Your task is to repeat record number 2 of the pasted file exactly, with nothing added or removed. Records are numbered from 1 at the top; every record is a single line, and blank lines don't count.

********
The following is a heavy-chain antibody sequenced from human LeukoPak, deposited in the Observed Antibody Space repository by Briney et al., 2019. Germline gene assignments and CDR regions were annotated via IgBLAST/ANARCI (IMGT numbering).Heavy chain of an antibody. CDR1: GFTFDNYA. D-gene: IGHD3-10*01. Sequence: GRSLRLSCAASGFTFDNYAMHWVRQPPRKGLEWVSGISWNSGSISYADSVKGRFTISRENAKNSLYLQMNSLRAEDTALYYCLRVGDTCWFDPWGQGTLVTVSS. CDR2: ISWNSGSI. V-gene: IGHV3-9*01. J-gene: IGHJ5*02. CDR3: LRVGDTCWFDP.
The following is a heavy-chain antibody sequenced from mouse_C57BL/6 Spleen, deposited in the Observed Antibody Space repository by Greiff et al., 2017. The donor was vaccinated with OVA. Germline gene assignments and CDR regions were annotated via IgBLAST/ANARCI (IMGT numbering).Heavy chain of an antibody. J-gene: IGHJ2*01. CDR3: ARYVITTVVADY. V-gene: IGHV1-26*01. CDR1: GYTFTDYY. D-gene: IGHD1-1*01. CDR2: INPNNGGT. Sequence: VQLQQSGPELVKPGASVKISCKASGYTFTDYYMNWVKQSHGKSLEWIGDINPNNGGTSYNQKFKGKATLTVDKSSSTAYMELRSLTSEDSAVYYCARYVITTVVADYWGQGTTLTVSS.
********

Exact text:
The following is a heavy-chain antibody sequenced from mouse_C57BL/6 Spleen, deposited in the Observed Antibody Space repository by Greiff et al., 2017. The donor was vaccinated with OVA. Germline gene assignments and CDR regions were annotated via IgBLAST/ANARCI (IMGT numbering).Heavy chain of an antibody. J-gene: IGHJ2*01. CDR3: ARYVITTVVADY. V-gene: IGHV1-26*01. CDR1: GYTFTDYY. D-gene: IGHD1-1*01. CDR2: INPNNGGT. Sequence: VQLQQSGPELVKPGASVKISCKASGYTFTDYYMNWVKQSHGKSLEWIGDINPNNGGTSYNQKFKGKATLTVDKSSSTAYMELRSLTSEDSAVYYCARYVITTVVADYWGQGTTLTVSS.